And while no one in attendance disputed the importance of the 2024 General Election, with Arizona being one of four battleground states, Romero urged attendees not to get ahead of themselves and forget about races in 2023.

Former Flagstaff Mayor Coral Evans and Tucson Mayor Regina Romero.

Romero, along with Tucson City Council members Lane Santa Cruz and Nikki Lee are all defending their seats against Republican challengers in November and several other Arizona municipalities are holding special elections for bonds, overrides, amendments and other initiatives.

Romero, who became Tucson’s first woman mayor in 2019 and is only the city’s second Mexican-American mayor since 1875, said the ability to find allies in local government is key, Romero said.

“We need each other throughout the state as a collective network of elected women who can easily understand … what happens in the board rooms when sometimes you’re just the only (woman) there,” she said. “Being able to help each other in this journey is important.”

Voter turnout is historically low during Tucson’s off-year elections, but we can’t help but wonder what would happen if people paid as much attention to local races as they do to the presidential election.

Issues that most heavily impact residents’ day-to-day lives, including health care, small business development, property rights, libraries, schools and government spending, are often decided by local leaders, not at the federal level.

These are the issues that can benefit the most from having broad representation in local government, according to Flagstaff’s Evans, who called local elections “our first line of defense.”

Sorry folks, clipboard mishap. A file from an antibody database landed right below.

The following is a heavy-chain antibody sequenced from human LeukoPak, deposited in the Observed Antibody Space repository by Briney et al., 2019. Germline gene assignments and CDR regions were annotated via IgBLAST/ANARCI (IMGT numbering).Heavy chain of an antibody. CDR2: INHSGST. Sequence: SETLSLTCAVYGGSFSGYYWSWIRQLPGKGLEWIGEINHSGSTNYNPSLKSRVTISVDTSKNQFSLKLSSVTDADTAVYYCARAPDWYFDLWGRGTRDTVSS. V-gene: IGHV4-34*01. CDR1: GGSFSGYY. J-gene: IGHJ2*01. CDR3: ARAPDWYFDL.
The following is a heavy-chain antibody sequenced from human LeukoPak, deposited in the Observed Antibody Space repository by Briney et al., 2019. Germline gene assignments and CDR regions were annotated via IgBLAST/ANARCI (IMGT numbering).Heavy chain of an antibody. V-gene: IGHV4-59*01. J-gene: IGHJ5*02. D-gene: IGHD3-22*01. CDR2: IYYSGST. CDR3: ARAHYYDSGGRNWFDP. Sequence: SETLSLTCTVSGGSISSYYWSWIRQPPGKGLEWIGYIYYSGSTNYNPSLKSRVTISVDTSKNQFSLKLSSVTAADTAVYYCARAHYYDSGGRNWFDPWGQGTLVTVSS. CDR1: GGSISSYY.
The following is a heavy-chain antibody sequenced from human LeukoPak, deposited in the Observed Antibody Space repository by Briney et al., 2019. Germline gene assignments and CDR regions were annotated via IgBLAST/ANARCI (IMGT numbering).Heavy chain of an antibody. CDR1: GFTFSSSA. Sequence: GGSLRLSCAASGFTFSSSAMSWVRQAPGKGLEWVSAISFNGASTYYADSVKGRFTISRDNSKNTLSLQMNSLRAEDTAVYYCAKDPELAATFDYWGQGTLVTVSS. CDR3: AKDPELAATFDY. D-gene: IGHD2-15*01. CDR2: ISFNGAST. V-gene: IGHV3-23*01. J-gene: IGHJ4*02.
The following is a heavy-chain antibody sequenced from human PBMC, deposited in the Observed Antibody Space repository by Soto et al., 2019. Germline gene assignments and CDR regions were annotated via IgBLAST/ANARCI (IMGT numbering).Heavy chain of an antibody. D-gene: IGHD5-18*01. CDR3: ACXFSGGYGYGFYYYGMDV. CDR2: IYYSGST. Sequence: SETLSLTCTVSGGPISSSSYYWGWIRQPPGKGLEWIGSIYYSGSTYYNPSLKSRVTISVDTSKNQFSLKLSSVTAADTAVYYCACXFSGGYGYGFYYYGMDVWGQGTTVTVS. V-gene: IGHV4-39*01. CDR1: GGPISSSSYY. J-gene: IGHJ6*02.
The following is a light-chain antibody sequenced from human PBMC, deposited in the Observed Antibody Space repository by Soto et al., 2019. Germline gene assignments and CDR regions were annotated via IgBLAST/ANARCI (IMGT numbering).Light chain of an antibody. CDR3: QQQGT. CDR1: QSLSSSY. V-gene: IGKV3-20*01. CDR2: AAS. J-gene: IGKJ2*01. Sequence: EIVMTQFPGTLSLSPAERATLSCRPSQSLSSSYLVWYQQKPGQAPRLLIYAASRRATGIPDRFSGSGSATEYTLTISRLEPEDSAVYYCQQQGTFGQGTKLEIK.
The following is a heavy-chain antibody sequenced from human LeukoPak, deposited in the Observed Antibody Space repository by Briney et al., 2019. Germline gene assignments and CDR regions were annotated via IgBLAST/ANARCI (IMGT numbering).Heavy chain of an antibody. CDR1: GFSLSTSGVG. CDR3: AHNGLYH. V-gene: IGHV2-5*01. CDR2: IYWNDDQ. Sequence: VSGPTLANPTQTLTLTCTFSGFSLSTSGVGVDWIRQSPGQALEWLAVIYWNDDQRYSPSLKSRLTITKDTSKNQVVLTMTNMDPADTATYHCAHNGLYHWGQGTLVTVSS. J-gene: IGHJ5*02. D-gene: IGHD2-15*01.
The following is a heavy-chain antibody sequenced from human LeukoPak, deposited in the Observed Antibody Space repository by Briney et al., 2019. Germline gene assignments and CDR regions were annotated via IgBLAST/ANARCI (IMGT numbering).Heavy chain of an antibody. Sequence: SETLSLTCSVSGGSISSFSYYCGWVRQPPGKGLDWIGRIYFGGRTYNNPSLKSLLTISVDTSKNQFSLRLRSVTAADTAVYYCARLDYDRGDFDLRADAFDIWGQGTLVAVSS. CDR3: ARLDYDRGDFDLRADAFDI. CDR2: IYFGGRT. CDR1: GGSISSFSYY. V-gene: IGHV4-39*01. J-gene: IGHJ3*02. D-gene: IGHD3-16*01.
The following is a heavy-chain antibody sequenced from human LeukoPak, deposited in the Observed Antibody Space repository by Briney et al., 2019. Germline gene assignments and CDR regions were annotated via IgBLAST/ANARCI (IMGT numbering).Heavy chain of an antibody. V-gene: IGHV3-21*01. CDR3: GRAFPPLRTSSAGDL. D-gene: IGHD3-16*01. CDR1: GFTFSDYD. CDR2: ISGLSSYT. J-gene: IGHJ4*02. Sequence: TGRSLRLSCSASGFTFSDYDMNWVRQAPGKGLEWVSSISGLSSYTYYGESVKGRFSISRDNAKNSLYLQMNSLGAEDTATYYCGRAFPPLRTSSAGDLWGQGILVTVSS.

“We’re talking about being in spaces where women have not traditionally been,” Evans said. “When you talk about changing generational poverty, you have to change systems. And in order for us to change those systems, everybody needs to be at the table and have those discussions.”

That’s ambitious: Photographer Jonathan Keats set up a camera on Tumamoc Hill to take a single photo over the next 1,000 years, AZPM’s Hannah Cree reported. Light enters a pinhole and develops on a special pigment.

“What was there for longer, would be more bold, what was there for a shorter span would be more ghostly. What is changing constantly would be a sort of a blur,” [Keats] said.

We’d really like to see that photo when it’s ready. All we need are about 1 million paid subscribers to keep the Tucson Agenda going for the next 1,000 years. Upgrade today and help us get there!

Health info at risk: The company that Pima County contracted with to gather health information during the COVID-19 pandemic had a data breach that exposed the data of about 110,000 county residents, the Star’s Jamie Donnelly reported. Maximus Health Services, Inc. told county officials the data included health information, but not Social Security numbers. The county set up a website with more information about the breach.